Brought up in the stately grandeur of Burghley House as heir to the earldom of Exeter, Henry Cecil seemed to have made a suitable match to the heiress of Hanbury Hall, but their marriage was to end in disaster when Emma eloped with Henry's friend, the local curate. Heartbroken, Henry turned his back on aristocratic life, taking up residence in a remote Shropshire village and marrying a farmer's daughter - without having obtained a divorce from his first wife.... The story of Henry Cecil's matrimonial entanglements became an overnight sensation in the 1790s, and even through into the twentieth century was still being told and retold in poetry, song, ballet and prose. 'A Noble Affair' untangles fact from fiction and explores the difficulties Henry faced in extricating himself with honour from the situation. Written by three scholars who have carried out extensive research into marriage, adultery, bigamy and divorce in eighteenth-century England, this new account illustrates just how limited the options once were for those who experienced marital breakdown, and discovers that in some respects Henry did indeed behave nobly.
New Book: Philip Kaisary 'The Haitian Revolution in the Literary Imagination: Radical Horizons, Conservative Constraints'
The Haitian Revolution (1791–1804) reshaped the debates about slavery and freedom throughout the Atlantic world, accelerated the abolitionist movement, precipitated rebellions in neighboring territories, and intensified both repression and antislavery sentiment. The story of the birth of the world’s first independent black republic has since held an iconic fascination for a diverse array of writers, artists, and intellectuals throughout the Atlantic diaspora. Examining twentieth-century responses to the Haitian Revolution, Philip Kaisary offers a profound new reading of the representation of the Revolution by radicals and conservatives alike in primary texts that span English, French, and Spanish languages and that include poetry, drama, history, biography, fiction, and opera.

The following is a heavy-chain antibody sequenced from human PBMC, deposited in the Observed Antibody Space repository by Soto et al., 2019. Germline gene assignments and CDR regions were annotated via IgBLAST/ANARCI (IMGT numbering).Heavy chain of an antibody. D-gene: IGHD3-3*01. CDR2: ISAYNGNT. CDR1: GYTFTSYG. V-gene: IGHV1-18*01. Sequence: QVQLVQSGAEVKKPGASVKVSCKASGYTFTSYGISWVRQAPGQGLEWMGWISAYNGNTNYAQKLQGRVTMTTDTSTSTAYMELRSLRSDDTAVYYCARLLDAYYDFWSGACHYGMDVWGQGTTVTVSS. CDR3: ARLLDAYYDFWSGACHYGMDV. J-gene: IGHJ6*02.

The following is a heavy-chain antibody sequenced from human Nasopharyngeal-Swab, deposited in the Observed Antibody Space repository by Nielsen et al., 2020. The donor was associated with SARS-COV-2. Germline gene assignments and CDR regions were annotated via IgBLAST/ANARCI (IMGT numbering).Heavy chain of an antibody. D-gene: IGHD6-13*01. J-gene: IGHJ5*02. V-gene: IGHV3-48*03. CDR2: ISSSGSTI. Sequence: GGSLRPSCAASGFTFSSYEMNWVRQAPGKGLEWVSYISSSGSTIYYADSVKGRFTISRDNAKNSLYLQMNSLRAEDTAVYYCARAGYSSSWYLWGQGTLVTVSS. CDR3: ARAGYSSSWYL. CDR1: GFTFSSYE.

Philip Kaisary and Amaka Vanni to participate in Harvard Law Schools Institute for Global Law and Policy (IGLP) Workshop in Doha, Qatar
Philip Kaisary and Amaka Vanni have been accepted to participate in Harvard Law School’s Institute for Global Law and Policy (IGLP) 5th Workshop in Doha, Qatar. The workshop is an intensive residential program designed for young scholars and faculty from around the world developing innovative ideas and alternative approaches to issues of global law, economic policy and social justice in the aftermath of the economic crisis. The Workshop will bring together specialists from many fields focused on the intersections between law, economics and global policy.
The admissions process this year was extremely competitive, with more than 450 applications from 86 nations. As participants, Amaka and Philip will engage in debate and seek serious research collaboration. Amaka will discuss with participants her on-going PhD research on the TRIPS Agreement, Access to Medicine Debate and the Emerging Third World Jurisprudence while Philip will discuss the concept of "disaster justice" and the 2010 Haitian earthquake. The 2014 IGLP Workshop is to be held from January 3-11, 2014.
For more details CLICK HERE
On September 12th 2013, Professor Gary Watt delivered a public lecture at Duke Law School on his new book Dress, Law and Naked Truth: A Cultural Study of Fashion and Form (London: Bloomsbury Academic, 2013)
Why are civil authorities in so-called liberal democracies affronted by public nudity and the Islamic full-face ‘veil’? Why is law and civil order so closely associated with robes, gowns, suits, wigs and uniforms? Why is law so concerned with the ‘evident’ and the need for justice to be ‘seen’ to be done? Why do we dress and obey dress codes at all? In this, the first ever study devoted to the many deep cultural connections between dress and law, the author addresses these questions and more. His responses flow from the radical thesis that ‘law is dress and dress is law’.